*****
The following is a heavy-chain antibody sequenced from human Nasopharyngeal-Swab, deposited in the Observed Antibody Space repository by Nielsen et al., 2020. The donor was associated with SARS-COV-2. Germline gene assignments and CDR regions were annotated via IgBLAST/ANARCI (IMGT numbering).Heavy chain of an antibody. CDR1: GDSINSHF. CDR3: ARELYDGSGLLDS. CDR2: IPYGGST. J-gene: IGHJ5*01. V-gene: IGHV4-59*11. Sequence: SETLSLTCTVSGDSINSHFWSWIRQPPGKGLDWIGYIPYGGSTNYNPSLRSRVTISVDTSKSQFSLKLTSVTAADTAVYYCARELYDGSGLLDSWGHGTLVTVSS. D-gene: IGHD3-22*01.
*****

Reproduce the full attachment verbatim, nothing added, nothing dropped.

The following is a heavy-chain antibody sequenced from human Nasopharyngeal-Swab, deposited in the Observed Antibody Space repository by Nielsen et al., 2020. The donor was associated with SARS-COV-2. Germline gene assignments and CDR regions were annotated via IgBLAST/ANARCI (IMGT numbering).Heavy chain of an antibody. CDR1: GDSINSHF. CDR3: ARELYDGSGLLDS. CDR2: IPYGGST. J-gene: IGHJ5*01. V-gene: IGHV4-59*11. Sequence: SETLSLTCTVSGDSINSHFWSWIRQPPGKGLDWIGYIPYGGSTNYNPSLRSRVTISVDTSKSQFSLKLTSVTAADTAVYYCARELYDGSGLLDSWGHGTLVTVSS. D-gene: IGHD3-22*01.